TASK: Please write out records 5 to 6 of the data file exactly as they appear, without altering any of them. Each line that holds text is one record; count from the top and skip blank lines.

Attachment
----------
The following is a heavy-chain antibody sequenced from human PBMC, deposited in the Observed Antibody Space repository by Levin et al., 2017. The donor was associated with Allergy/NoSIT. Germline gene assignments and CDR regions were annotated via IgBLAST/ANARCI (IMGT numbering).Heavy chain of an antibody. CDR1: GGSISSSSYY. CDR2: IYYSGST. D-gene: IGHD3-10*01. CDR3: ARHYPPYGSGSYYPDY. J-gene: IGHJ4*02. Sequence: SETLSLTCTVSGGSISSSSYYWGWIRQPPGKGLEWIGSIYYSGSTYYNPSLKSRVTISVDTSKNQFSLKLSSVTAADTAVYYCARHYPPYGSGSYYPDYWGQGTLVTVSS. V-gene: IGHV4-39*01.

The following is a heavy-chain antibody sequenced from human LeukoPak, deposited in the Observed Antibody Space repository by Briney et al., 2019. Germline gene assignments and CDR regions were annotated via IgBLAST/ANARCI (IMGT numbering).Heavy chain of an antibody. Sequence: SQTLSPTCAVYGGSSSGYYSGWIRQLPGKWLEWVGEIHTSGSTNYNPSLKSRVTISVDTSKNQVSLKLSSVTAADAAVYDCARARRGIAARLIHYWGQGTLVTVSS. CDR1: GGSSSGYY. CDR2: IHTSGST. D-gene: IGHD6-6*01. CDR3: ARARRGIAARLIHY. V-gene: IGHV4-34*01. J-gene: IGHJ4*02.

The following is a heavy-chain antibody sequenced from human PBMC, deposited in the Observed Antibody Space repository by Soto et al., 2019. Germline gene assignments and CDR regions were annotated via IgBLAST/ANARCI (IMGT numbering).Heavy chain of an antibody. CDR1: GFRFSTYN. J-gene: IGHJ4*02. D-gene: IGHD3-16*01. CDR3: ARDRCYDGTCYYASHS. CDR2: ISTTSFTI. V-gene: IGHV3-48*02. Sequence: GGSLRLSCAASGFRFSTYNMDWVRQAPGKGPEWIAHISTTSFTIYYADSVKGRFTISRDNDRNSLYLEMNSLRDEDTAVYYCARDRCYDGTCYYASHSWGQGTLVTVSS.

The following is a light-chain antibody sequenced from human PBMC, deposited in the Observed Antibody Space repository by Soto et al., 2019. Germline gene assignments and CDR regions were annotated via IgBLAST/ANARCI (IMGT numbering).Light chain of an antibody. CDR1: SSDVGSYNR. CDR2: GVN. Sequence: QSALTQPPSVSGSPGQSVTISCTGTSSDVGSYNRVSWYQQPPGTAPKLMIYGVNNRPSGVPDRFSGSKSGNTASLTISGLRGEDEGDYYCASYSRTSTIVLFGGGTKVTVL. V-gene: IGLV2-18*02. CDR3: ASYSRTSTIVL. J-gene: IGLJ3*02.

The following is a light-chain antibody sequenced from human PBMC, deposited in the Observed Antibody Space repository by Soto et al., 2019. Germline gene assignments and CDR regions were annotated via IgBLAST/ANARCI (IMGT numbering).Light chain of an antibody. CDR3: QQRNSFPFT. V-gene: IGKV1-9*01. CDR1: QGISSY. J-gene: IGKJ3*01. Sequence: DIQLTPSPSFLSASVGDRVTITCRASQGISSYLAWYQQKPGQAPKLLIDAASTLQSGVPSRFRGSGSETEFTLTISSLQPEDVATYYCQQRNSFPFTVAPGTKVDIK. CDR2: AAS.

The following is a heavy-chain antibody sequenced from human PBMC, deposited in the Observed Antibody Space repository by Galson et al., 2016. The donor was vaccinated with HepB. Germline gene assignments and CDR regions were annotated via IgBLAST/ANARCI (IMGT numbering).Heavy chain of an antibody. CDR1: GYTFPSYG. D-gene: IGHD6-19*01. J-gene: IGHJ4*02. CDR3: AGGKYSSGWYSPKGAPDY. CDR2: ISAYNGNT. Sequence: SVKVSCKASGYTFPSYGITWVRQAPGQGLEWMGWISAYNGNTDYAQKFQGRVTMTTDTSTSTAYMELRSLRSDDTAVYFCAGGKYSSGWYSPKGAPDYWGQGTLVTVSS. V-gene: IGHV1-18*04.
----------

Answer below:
The following is a light-chain antibody sequenced from human PBMC, deposited in the Observed Antibody Space repository by Soto et al., 2019. Germline gene assignments and CDR regions were annotated via IgBLAST/ANARCI (IMGT numbering).Light chain of an antibody. CDR3: QQRNSFPFT. V-gene: IGKV1-9*01. CDR1: QGISSY. J-gene: IGKJ3*01. Sequence: DIQLTPSPSFLSASVGDRVTITCRASQGISSYLAWYQQKPGQAPKLLIDAASTLQSGVPSRFRGSGSETEFTLTISSLQPEDVATYYCQQRNSFPFTVAPGTKVDIK. CDR2: AAS.

The following is a heavy-chain antibody sequenced from human PBMC, deposited in the Observed Antibody Space repository by Galson et al., 2016. The donor was vaccinated with HepB. Germline gene assignments and CDR regions were annotated via IgBLAST/ANARCI (IMGT numbering).Heavy chain of an antibody. CDR1: GYTFPSYG. D-gene: IGHD6-19*01. J-gene: IGHJ4*02. CDR3: AGGKYSSGWYSPKGAPDY. CDR2: ISAYNGNT. Sequence: SVKVSCKASGYTFPSYGITWVRQAPGQGLEWMGWISAYNGNTDYAQKFQGRVTMTTDTSTSTAYMELRSLRSDDTAVYFCAGGKYSSGWYSPKGAPDYWGQGTLVTVSS. V-gene: IGHV1-18*04.